The acidic form of THC is called THCA. This form of the most famous cannabinoid is not psychoactive. THC is formed through the decarboxylation of THCA. Research has shown that THCA may have the potential as a neuroprotective and anti-inflammatory agent and can also help HIV/AIDS patients.
CBC is one of the most common non-psychoactive cannabinoids. When it binds to TRPV1 and TRPA1 receptors, our perception of pain is altered. This cannabinoid’s interactions with CB1 are weak, hence its inability to produce mind-altering effects. The research-backed health benefits of CBC may include anticancer, sleep aid, and anti-inflammatory properties.
The star of medical cannabis use, CBD is an otherwise potent, non-psychoactive cannabinoid. It has been linked to too many health benefits to keep track of. Because it can balance some of the potentially undesirable effects of THC, it is found in many cannabis concentrates.
Research indicates that CBD may be beneficial for patients suffering from epilepsy, chronic pain, appetite loss, cancer, insomnia, Alzheimer’s, and chronic pain, among many other conditions. The scientific evidence is so overwhelming that a product containing CBD has even been approved by the FDA.
CBDA (Cannabidiolic Acid)
Cannabinoids can have different forms during the life of the cannabis plant. Before becoming CBD, cannabidiolic acid, also known as CBDA, exists in the plant of the female cannabis plant’s flowers.
Sunlight exposure initiates a process called decarboxylation (loss of one oxygen and two carbon atoms in CBDA’s molecular sequence), by which CBD is formed. Decarboxylation sort of ‘activates’ the cannabinoid, which is then ready to interact with the human endocannabinoid system.
Like CBD is derived from CBDA, cannabigerol (CBG) is derived from its acidic form, cannabigerolic acid (CBGA), which is the origin of all cannabinoids. Though it has many beneficial effects, CBG is hard to find; most cannabis plants have as little as 1% CBG.
However, cultivators have used genetic engineering to increase the level of CBG in certain cannabis strains. Research indicates that CBG has great anticancer potential, and experts have often described it as “the new CBD.
In a nutshell, CBN is like a toned-down version of THC. Slightly less effective than THC, CBN is formed as plants age, when THC components break down. CBN is only psychoactive in large doses. Studies indicate it may have the potential as a sleep aid as well as neuroprotective properties and for pain relief.
Δ9-Tetrahydrocannabivarin (THCV) is another non-psychoactive cannabinoid. It has been linked to appetite suppression and blood sugar level control. For these reasons, it shows great promise as a diabetes treatment.
∆8-tetrahydrocannabinol (delta-8-THC) has become quite popular and can now be found in many cannabis products. An isomer of Delta-9-THC, popularly known as THC, this form of the best-known mind-altering cannabinoid has a curious history. An oversupply of CBD caused producers to look for ways to turn some of it into something more profitable. So, they chemically converted CBD into Δ8-THC.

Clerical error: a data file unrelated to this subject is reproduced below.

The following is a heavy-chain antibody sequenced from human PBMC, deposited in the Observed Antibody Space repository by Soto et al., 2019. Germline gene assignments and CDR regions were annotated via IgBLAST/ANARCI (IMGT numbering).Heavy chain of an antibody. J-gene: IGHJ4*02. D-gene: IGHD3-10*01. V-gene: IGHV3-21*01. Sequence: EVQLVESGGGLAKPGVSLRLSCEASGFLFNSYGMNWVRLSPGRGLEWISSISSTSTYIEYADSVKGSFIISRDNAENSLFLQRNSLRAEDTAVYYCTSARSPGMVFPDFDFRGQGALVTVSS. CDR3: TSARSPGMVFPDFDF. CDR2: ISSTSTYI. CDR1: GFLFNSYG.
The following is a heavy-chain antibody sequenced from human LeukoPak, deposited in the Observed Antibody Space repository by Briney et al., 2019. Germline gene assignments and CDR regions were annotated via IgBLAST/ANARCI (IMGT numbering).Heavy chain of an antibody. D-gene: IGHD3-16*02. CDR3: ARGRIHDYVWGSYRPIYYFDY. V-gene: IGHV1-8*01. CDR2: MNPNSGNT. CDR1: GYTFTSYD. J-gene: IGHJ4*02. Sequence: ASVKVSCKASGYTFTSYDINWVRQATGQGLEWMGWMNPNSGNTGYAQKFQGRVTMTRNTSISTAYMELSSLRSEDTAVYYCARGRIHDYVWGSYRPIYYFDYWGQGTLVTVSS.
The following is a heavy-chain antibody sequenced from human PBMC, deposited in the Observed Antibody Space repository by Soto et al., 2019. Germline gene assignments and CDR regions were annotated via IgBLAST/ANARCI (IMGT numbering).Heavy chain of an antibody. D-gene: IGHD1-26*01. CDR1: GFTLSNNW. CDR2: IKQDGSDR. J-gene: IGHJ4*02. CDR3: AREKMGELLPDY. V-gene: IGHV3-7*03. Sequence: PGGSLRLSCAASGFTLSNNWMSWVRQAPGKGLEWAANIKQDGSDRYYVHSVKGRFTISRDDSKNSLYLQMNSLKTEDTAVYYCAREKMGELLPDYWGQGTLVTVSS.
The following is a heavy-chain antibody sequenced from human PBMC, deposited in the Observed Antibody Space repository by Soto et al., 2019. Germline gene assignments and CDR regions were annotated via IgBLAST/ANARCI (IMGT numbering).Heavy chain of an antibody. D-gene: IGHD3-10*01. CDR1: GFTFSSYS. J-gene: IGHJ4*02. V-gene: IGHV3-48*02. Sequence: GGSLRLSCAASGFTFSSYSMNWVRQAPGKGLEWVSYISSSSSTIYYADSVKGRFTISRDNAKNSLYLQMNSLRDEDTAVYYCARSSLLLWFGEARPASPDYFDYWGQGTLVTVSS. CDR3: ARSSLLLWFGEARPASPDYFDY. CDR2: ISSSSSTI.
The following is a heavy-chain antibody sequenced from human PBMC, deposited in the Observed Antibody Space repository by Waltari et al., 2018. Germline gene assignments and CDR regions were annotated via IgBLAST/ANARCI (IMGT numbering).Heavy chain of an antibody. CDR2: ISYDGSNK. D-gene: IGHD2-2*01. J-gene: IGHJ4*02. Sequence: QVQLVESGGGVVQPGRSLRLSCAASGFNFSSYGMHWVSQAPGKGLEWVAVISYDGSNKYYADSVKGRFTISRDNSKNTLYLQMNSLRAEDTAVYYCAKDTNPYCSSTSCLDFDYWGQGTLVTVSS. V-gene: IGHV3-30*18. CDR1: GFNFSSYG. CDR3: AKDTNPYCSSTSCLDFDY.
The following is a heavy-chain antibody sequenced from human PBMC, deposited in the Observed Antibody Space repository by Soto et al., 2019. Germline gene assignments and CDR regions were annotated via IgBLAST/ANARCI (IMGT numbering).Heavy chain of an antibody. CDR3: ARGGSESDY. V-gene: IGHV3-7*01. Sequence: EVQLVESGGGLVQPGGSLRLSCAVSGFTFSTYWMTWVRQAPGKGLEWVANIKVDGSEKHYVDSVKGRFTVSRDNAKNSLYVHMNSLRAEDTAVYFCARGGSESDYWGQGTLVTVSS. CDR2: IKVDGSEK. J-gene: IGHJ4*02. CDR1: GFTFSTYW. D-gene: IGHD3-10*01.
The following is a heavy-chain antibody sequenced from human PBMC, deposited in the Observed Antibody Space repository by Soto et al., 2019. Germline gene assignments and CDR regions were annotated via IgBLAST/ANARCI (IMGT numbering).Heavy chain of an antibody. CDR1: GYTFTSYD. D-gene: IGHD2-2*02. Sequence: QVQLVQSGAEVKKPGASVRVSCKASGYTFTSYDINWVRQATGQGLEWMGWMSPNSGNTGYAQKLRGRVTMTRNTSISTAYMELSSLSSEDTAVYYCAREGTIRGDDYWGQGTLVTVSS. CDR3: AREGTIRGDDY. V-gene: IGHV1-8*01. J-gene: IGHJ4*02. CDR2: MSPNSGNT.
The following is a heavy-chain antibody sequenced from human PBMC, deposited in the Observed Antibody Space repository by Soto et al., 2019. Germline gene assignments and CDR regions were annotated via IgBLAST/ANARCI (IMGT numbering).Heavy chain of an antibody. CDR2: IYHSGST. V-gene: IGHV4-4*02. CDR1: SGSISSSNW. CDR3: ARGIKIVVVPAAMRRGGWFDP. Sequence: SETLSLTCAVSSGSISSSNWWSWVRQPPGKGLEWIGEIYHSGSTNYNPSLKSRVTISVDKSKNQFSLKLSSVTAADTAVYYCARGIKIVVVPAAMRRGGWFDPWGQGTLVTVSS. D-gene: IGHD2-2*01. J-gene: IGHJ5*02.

While Δ9-THC is highly regulated, Δ8-THC is not, so it is advisable to only purchase products containing this compound from highly reliable brands. Delta-8 THC reportedly has antiemetic (anti-nausea and vomiting), anxiolytic, and appetite-stimulating properties, while providing a “more mellow high” than ∆9-THC.
The list of minor cannabinoids includes
- Cannabivarin (CBV)
- Cannabidivarin (CBDV)
- Cannabinodiol (CBND)
- Cannabielsion (CBE)
- Cannabicyclol (CBL)
- Cannabitriol (CBT)
These cannabinoids are present in the plant in significantly lower amounts, but researchers are currently beginning to study their benefits and effects. The beauty of it is that when you consume cannabis products, more often than not, you are getting a mix of all these powerful compounds.
Heather Wilson is a passionate cannabis enthusiast who has dedicated over four years of her life to working as a budtender. With a deep understanding of the difference between marijuana strains, cannabinoids, terpenes, and their effects, she has helped countless customers find the perfect product for their needs.
In addition to her work as a budtender, Heather is also an enthusiastic cook who loves to try new recipes incorporating cannabis. Whether she's whipping up a batch of infused cookies or cooking a delicious meal with cannabis-infused oil, Heather is always eager to explore the culinary possibilities of this versatile plant.
For Heather, cannabis is more than just a recreational substance. She uses it for her health and is an advocate for safe and responsible use. With a strong desire to spread awareness about the benefits of cannabis and fight the stigma that still surrounds marijuana, Heather is a true champion of this misunderstood plant.
Through her work and cooking, Heather is helping to change the conversation around marijuana and show the world that this plant has a lot to offer, both medically and recreationally. Heather joined with Brian to found Concept420 in 2022.